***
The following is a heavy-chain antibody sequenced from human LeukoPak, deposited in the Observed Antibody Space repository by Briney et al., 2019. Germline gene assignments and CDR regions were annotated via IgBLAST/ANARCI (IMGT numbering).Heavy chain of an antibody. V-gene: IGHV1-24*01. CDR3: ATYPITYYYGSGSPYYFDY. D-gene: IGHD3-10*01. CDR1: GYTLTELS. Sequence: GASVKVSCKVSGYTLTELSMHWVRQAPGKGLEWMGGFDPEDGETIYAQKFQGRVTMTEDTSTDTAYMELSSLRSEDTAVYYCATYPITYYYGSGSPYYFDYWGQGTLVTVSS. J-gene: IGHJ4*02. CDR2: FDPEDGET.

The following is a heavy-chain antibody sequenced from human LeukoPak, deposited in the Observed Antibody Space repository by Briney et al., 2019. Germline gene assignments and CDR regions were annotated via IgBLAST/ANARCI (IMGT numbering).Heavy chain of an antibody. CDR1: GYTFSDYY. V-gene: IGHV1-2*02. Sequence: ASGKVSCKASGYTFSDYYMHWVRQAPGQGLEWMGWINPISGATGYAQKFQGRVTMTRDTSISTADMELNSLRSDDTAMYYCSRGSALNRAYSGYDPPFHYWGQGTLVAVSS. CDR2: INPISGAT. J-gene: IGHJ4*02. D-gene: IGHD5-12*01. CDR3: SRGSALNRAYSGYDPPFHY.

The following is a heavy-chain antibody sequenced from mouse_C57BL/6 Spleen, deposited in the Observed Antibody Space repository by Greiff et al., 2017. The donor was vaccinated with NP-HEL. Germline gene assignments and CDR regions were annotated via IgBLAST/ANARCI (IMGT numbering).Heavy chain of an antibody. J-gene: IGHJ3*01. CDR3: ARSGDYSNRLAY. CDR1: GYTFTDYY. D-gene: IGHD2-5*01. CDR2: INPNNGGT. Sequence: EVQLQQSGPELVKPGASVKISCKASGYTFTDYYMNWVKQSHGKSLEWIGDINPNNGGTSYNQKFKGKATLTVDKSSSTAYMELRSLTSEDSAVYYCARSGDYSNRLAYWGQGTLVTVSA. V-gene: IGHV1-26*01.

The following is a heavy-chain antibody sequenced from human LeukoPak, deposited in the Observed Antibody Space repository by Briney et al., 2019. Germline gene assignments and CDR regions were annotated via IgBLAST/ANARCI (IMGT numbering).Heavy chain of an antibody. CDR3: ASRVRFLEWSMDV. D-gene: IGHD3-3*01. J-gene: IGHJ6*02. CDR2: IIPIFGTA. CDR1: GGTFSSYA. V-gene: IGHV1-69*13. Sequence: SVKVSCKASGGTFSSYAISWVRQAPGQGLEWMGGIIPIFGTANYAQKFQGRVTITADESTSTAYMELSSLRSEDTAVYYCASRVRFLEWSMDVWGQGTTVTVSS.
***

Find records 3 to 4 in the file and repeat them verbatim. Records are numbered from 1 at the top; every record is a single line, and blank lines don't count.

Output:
The following is a heavy-chain antibody sequenced from mouse_C57BL/6 Spleen, deposited in the Observed Antibody Space repository by Greiff et al., 2017. The donor was vaccinated with NP-HEL. Germline gene assignments and CDR regions were annotated via IgBLAST/ANARCI (IMGT numbering).Heavy chain of an antibody. J-gene: IGHJ3*01. CDR3: ARSGDYSNRLAY. CDR1: GYTFTDYY. D-gene: IGHD2-5*01. CDR2: INPNNGGT. Sequence: EVQLQQSGPELVKPGASVKISCKASGYTFTDYYMNWVKQSHGKSLEWIGDINPNNGGTSYNQKFKGKATLTVDKSSSTAYMELRSLTSEDSAVYYCARSGDYSNRLAYWGQGTLVTVSA. V-gene: IGHV1-26*01.

The following is a heavy-chain antibody sequenced from human LeukoPak, deposited in the Observed Antibody Space repository by Briney et al., 2019. Germline gene assignments and CDR regions were annotated via IgBLAST/ANARCI (IMGT numbering).Heavy chain of an antibody. CDR3: ASRVRFLEWSMDV. D-gene: IGHD3-3*01. J-gene: IGHJ6*02. CDR2: IIPIFGTA. CDR1: GGTFSSYA. V-gene: IGHV1-69*13. Sequence: SVKVSCKASGGTFSSYAISWVRQAPGQGLEWMGGIIPIFGTANYAQKFQGRVTITADESTSTAYMELSSLRSEDTAVYYCASRVRFLEWSMDVWGQGTTVTVSS.